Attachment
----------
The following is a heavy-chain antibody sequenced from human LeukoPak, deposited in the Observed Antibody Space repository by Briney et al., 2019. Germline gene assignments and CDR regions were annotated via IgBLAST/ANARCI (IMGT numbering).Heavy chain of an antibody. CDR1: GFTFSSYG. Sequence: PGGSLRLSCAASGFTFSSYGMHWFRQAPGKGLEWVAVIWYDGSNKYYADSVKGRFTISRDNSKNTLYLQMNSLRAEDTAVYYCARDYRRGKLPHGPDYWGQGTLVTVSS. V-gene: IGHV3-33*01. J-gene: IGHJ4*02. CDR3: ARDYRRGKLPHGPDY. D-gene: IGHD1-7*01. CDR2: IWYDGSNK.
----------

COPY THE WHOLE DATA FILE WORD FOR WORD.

The following is a heavy-chain antibody sequenced from human LeukoPak, deposited in the Observed Antibody Space repository by Briney et al., 2019. Germline gene assignments and CDR regions were annotated via IgBLAST/ANARCI (IMGT numbering).Heavy chain of an antibody. CDR1: GFTFSSYG. Sequence: PGGSLRLSCAASGFTFSSYGMHWFRQAPGKGLEWVAVIWYDGSNKYYADSVKGRFTISRDNSKNTLYLQMNSLRAEDTAVYYCARDYRRGKLPHGPDYWGQGTLVTVSS. V-gene: IGHV3-33*01. J-gene: IGHJ4*02. CDR3: ARDYRRGKLPHGPDY. D-gene: IGHD1-7*01. CDR2: IWYDGSNK.